Harnessing emotions comes with maturity. Believe me, I’ve had to learn from a lot of my own mistakes and heartaches. God is faithful, however, to take these things and use them for His purpose. But that is just so God. The Great Improvisor. He makes us all different. We all have our own skills and tools. The important thing for each of us is to utilize the gifts He has given us to serve something bigger than ourselves.

Others may do things differently than we’d do it, and that’s okay. God will use me in ways He may not use you, but He’ll also use you in ways He won’t use me. Be who you are. And please, encourage kids to be who God designed them to be, even if it’s different than we are. God will bless and use them in special ways. For each of us, we need to yield back to Him what He has given us.

10 But by the grace of God I am what I am, and his grace to me was not without effect.   ~1 Corinthians 15:10a

Crying out for leadership

This week, something happened that I’ve been aching to see for some time. It was true leadership. It was someone with the courage of conviction, standing up, (literally), in the face of those who oppose him. But it turns out, he also stood up and called out those who are supposedly on his team.

Texas senator Ted Cruz did an extraordinary thing this week. According to Senate rules, a senator may control the floor for as long as he or she is able to stand and speak. Though it technically wasn’t a filibuster, the rules of one applied. That means he was required to stand the entire time, was not allowed to sit, lean, use a chair in any way, nor eat, drink or use the bathroom. They must basically speak continuously the entire time.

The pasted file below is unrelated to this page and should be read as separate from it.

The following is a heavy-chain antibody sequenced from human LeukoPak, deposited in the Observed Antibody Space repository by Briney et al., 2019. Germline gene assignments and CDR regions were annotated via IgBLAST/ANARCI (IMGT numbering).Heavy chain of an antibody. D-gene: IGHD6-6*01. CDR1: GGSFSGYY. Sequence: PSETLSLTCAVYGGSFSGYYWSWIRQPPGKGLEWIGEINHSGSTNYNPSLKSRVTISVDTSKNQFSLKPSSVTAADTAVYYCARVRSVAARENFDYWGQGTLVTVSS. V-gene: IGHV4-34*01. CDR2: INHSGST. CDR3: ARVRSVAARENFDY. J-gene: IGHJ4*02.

I’m not going to go into a civics lesson or anything. The point is, it is physically demanding. Senator Cruz held the floor of the senate for 21 hours, 19 minutes. The point of this extraordinary measure was to draw attention to his opposition of ObamaCare, or, the Affordable Care Act. Not only his opposition, but that of a majority of Americans. Certainly those he represents in Texas.

During and after Cruz’s extended floor speech, colleagues from both sides of the aisle criticized him. Those opposed to his views attempted to brush off his commentary by calling him an anarchist. Even some who supposedly share his views criticized him. They felt that his tactic was, “a waste of time”, that it wouldn’t change anything.

But here’s the thing. To those of us who are sick and tired of the status quo of political blowhards in both parties, this act of courage resonated with millions and millions of Americans. We are screaming out for leadership. We are crying out for someone to stand up and refuse to go down without a fight.

Passion and conviction. Dying commodities, it seems. Yes, maybe the outcome will not be affected by Ted Cruz’s speech. But what has happened is the status quo has been served notice. If those who have held positions in the Senate for decades got their feelings hurt by being called out for not fighting hard enough, GOOD! If “leaders” of the Senate Republicans were bent out of shape because a freshman dared to speak up without their blessing, GOOD! True leadership doesn’t create dependence. It enables and empowers INdependence!